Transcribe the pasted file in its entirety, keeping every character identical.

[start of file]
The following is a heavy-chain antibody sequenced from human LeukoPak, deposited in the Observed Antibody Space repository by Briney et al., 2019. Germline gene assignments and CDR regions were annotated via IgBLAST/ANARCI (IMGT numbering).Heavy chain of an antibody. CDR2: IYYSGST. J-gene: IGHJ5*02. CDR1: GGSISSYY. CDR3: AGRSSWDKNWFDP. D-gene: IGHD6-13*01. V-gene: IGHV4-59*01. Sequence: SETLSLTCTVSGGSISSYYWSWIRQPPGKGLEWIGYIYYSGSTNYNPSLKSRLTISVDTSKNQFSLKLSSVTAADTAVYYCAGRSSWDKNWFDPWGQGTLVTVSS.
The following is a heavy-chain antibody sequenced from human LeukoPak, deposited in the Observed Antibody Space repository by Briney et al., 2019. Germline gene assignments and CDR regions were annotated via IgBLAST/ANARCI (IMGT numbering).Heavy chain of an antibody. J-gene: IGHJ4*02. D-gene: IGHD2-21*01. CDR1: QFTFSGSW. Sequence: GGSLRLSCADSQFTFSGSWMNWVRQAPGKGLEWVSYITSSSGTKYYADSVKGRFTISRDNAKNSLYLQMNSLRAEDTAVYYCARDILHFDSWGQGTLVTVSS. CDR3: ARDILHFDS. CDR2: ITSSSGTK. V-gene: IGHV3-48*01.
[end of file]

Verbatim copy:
The following is a heavy-chain antibody sequenced from human LeukoPak, deposited in the Observed Antibody Space repository by Briney et al., 2019. Germline gene assignments and CDR regions were annotated via IgBLAST/ANARCI (IMGT numbering).Heavy chain of an antibody. CDR2: IYYSGST. J-gene: IGHJ5*02. CDR1: GGSISSYY. CDR3: AGRSSWDKNWFDP. D-gene: IGHD6-13*01. V-gene: IGHV4-59*01. Sequence: SETLSLTCTVSGGSISSYYWSWIRQPPGKGLEWIGYIYYSGSTNYNPSLKSRLTISVDTSKNQFSLKLSSVTAADTAVYYCAGRSSWDKNWFDPWGQGTLVTVSS.
The following is a heavy-chain antibody sequenced from human LeukoPak, deposited in the Observed Antibody Space repository by Briney et al., 2019. Germline gene assignments and CDR regions were annotated via IgBLAST/ANARCI (IMGT numbering).Heavy chain of an antibody. J-gene: IGHJ4*02. D-gene: IGHD2-21*01. CDR1: QFTFSGSW. Sequence: GGSLRLSCADSQFTFSGSWMNWVRQAPGKGLEWVSYITSSSGTKYYADSVKGRFTISRDNAKNSLYLQMNSLRAEDTAVYYCARDILHFDSWGQGTLVTVSS. CDR3: ARDILHFDS. CDR2: ITSSSGTK. V-gene: IGHV3-48*01.